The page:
Amid the Christmas markets and festive spirit of Hamburg, HP has taken the wrapping off new software designed to better integrate the management of physical and cloud infrastructure.
IT giant HP has launched new software and services which it claims should make it as easy for companies to manage cloud computing infrastructure as their own internal physical systems.
Announced at a Christmas-themed European Software Universe event in the German city of Hamburg, the new offerings are designed to help companies take some of the risk and complexity out of trusting core systems to the cloud, HP said.
The announcements include the enhancement of HP’s existing infrastructure management tool-set, HP Operations Orchestration to now integrate with Amazon Elastic Compute Cloud (Amazon EC2) public cloud services.
“What we have done is take all that automation from inside IT so you can extend your capacity and use Amazon EC2,” said Robin Purohit, HP vice president of software products “Companies can get temporary resource from Amazon when they need it and the key thing is they can do it exactly the same way as they would do it internally.”
Commenting on the announcement, analyst group Gartner said that as cloud offerings begin to mature, it is important that vendors make it easier for their customers to manage physical and virtual infrastructure in a seamless way. “Customers need the ability to optimise the provisioning of services whether physical or virtual infrastructure to help them maintain competitive advantage and respond to changing business demands,” said David Williams, Gartner research vice president.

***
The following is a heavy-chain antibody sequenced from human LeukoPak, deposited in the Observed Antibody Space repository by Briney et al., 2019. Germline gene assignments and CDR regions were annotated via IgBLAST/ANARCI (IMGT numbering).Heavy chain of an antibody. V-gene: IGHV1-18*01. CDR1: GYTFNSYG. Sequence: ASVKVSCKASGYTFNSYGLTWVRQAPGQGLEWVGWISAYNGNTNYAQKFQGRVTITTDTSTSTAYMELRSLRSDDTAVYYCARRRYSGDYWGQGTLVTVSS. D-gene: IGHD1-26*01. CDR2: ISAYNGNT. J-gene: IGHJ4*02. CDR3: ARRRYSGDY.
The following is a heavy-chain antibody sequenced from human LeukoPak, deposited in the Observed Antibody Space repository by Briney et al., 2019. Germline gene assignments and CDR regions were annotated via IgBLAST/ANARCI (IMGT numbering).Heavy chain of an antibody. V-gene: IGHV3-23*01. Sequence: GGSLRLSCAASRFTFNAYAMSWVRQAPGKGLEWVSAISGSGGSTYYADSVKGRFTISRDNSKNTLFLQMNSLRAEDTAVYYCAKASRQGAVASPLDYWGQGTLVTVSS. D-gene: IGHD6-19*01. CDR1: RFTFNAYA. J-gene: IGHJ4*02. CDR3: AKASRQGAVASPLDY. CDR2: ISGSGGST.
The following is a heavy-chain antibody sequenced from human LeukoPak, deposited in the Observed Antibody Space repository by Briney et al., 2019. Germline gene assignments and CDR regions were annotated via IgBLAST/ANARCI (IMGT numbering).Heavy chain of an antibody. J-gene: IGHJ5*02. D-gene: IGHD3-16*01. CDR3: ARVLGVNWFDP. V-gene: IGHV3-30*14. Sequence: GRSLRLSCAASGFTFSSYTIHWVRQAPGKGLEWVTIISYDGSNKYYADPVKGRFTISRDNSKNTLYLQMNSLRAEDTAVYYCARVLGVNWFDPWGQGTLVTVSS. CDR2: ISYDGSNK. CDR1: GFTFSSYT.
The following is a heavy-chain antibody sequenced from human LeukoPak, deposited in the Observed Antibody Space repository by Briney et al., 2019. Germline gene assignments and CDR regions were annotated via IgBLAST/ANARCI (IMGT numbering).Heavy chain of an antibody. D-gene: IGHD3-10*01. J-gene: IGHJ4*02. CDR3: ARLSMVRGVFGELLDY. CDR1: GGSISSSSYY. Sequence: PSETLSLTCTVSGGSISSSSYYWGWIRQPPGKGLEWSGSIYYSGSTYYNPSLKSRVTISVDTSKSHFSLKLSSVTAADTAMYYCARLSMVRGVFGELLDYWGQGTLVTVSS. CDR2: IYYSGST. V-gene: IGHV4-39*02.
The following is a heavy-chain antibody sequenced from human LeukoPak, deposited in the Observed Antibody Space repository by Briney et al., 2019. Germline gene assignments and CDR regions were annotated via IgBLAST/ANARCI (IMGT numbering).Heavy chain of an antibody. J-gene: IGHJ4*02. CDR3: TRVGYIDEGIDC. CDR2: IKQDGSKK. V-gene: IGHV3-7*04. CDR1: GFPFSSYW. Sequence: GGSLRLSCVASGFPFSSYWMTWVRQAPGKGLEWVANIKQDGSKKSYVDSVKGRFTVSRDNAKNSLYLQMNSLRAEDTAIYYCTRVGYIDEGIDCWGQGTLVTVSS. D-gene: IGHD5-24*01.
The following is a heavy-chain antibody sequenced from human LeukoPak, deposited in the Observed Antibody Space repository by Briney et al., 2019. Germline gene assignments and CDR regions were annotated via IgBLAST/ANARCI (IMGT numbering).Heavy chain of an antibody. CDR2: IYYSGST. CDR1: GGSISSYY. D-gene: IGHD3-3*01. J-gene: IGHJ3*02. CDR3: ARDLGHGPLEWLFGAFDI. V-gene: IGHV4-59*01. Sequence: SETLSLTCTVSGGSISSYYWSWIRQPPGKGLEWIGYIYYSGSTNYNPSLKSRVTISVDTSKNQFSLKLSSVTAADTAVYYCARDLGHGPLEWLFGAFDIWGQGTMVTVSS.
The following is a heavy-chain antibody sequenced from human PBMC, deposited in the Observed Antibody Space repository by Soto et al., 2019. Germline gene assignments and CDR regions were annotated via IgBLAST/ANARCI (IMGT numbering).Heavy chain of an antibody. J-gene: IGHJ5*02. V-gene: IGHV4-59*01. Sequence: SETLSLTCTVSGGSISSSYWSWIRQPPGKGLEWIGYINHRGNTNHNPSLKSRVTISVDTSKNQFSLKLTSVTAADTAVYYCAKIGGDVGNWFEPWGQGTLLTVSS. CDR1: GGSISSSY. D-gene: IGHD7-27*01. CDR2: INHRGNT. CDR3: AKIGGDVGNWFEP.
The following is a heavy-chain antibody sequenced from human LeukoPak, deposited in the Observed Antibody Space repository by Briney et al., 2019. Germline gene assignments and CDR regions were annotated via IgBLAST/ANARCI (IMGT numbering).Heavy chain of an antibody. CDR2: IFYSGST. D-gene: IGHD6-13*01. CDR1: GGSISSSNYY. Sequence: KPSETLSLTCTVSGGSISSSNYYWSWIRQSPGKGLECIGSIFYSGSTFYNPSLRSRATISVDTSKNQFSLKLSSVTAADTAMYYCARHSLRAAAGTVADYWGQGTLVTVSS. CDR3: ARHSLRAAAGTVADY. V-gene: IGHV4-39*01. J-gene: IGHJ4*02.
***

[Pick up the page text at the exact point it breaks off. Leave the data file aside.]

But despite championing the potential of the cloud-based computing power to help companies scale-up their IT infrastructure more easily in response to demand, HP’s Purohit said the company is still wary of over-hyping the technology too much. “There are also risks and serious concerns for mainstream business security, availability and performance. How do you know the data you are putting out there [in the cloud] is secure and won’t be found by a hacker? And how do you know you are doing things the right way and it won’t collapse under the load pressure?”
HP also announced upgrades to its HP Cloud Assure – a set of offerings to help companies manage the costs associated with cloud computing which covers technologies including tools to measure utilisation rates, application diagnostics and application performance.
HP also announced its Communication as a Service (CaaS) programme which is designed to help service providers and telcos provide cloud-based communication services to small and medium-sized business. The kinds of services that HP expects service providers – including wireless and broadband players – to offer via CaaS include self-service interactive voice response (IVR), video surveillance, unified communications and IP contact centre services.
“Services on demand enable SMBs to lower costs and increase flexibility, while service providers can generate revenue from SMB customers,” said Ottavia Carparelli, director of communications and media solutions at HP.
According to HP, around 3000 customers are attending the Software Universe event in Hamburg – with some getting into the Christmas spirit more than others.